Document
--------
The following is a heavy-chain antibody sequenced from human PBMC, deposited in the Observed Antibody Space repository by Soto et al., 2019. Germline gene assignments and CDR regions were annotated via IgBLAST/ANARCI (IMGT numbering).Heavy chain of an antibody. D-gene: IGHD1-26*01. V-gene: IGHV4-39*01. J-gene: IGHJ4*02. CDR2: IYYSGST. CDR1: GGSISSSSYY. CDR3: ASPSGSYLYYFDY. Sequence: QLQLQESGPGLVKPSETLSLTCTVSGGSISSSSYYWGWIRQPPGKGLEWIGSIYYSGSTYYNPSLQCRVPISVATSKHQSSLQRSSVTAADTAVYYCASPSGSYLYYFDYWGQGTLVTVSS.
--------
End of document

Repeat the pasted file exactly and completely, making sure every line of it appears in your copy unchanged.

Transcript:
The following is a heavy-chain antibody sequenced from human PBMC, deposited in the Observed Antibody Space repository by Soto et al., 2019. Germline gene assignments and CDR regions were annotated via IgBLAST/ANARCI (IMGT numbering).Heavy chain of an antibody. D-gene: IGHD1-26*01. V-gene: IGHV4-39*01. J-gene: IGHJ4*02. CDR2: IYYSGST. CDR1: GGSISSSSYY. CDR3: ASPSGSYLYYFDY. Sequence: QLQLQESGPGLVKPSETLSLTCTVSGGSISSSSYYWGWIRQPPGKGLEWIGSIYYSGSTYYNPSLQCRVPISVATSKHQSSLQRSSVTAADTAVYYCASPSGSYLYYFDYWGQGTLVTVSS.